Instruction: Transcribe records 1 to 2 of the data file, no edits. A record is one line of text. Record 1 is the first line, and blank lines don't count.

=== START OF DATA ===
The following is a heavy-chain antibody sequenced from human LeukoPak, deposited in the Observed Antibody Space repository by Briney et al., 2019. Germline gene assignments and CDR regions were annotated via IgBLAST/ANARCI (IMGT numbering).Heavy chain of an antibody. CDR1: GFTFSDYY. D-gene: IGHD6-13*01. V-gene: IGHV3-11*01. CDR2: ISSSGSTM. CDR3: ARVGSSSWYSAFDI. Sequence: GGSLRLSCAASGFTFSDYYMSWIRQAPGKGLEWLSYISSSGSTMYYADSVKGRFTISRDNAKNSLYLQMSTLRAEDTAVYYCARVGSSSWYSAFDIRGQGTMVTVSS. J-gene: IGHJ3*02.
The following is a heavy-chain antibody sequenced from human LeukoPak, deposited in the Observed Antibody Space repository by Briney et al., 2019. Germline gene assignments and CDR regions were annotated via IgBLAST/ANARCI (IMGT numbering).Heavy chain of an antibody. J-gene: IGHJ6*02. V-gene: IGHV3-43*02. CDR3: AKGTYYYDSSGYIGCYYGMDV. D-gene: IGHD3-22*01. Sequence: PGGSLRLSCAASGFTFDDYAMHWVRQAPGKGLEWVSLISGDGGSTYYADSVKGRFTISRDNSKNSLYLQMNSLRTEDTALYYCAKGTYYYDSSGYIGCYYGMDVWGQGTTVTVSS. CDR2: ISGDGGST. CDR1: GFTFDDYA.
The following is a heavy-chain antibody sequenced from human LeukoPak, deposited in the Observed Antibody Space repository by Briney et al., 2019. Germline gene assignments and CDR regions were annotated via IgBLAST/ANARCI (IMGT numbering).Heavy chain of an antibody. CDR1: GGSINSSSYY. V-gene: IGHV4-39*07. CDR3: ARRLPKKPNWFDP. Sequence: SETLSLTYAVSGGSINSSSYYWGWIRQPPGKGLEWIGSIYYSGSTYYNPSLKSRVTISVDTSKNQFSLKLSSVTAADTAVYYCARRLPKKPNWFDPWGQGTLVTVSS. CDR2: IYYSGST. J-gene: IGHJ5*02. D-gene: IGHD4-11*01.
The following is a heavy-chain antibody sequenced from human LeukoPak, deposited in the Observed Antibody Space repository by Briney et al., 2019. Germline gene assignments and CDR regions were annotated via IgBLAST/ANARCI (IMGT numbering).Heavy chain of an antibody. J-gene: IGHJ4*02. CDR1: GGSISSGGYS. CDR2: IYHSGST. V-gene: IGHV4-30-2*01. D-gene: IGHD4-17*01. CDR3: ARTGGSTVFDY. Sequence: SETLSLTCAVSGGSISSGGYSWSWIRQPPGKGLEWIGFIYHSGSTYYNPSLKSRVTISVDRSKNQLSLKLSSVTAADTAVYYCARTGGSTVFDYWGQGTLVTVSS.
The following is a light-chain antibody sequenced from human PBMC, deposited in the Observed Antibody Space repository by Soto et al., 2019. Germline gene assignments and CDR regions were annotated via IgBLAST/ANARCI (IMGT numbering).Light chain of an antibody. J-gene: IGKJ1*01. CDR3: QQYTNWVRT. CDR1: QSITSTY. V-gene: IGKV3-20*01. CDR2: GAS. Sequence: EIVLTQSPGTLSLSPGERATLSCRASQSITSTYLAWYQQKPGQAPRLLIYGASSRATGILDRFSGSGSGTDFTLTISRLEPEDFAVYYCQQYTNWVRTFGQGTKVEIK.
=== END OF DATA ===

The following is a heavy-chain antibody sequenced from human LeukoPak, deposited in the Observed Antibody Space repository by Briney et al., 2019. Germline gene assignments and CDR regions were annotated via IgBLAST/ANARCI (IMGT numbering).Heavy chain of an antibody. CDR1: GFTFSDYY. D-gene: IGHD6-13*01. V-gene: IGHV3-11*01. CDR2: ISSSGSTM. CDR3: ARVGSSSWYSAFDI. Sequence: GGSLRLSCAASGFTFSDYYMSWIRQAPGKGLEWLSYISSSGSTMYYADSVKGRFTISRDNAKNSLYLQMSTLRAEDTAVYYCARVGSSSWYSAFDIRGQGTMVTVSS. J-gene: IGHJ3*02.
The following is a heavy-chain antibody sequenced from human LeukoPak, deposited in the Observed Antibody Space repository by Briney et al., 2019. Germline gene assignments and CDR regions were annotated via IgBLAST/ANARCI (IMGT numbering).Heavy chain of an antibody. J-gene: IGHJ6*02. V-gene: IGHV3-43*02. CDR3: AKGTYYYDSSGYIGCYYGMDV. D-gene: IGHD3-22*01. Sequence: PGGSLRLSCAASGFTFDDYAMHWVRQAPGKGLEWVSLISGDGGSTYYADSVKGRFTISRDNSKNSLYLQMNSLRTEDTALYYCAKGTYYYDSSGYIGCYYGMDVWGQGTTVTVSS. CDR2: ISGDGGST. CDR1: GFTFDDYA.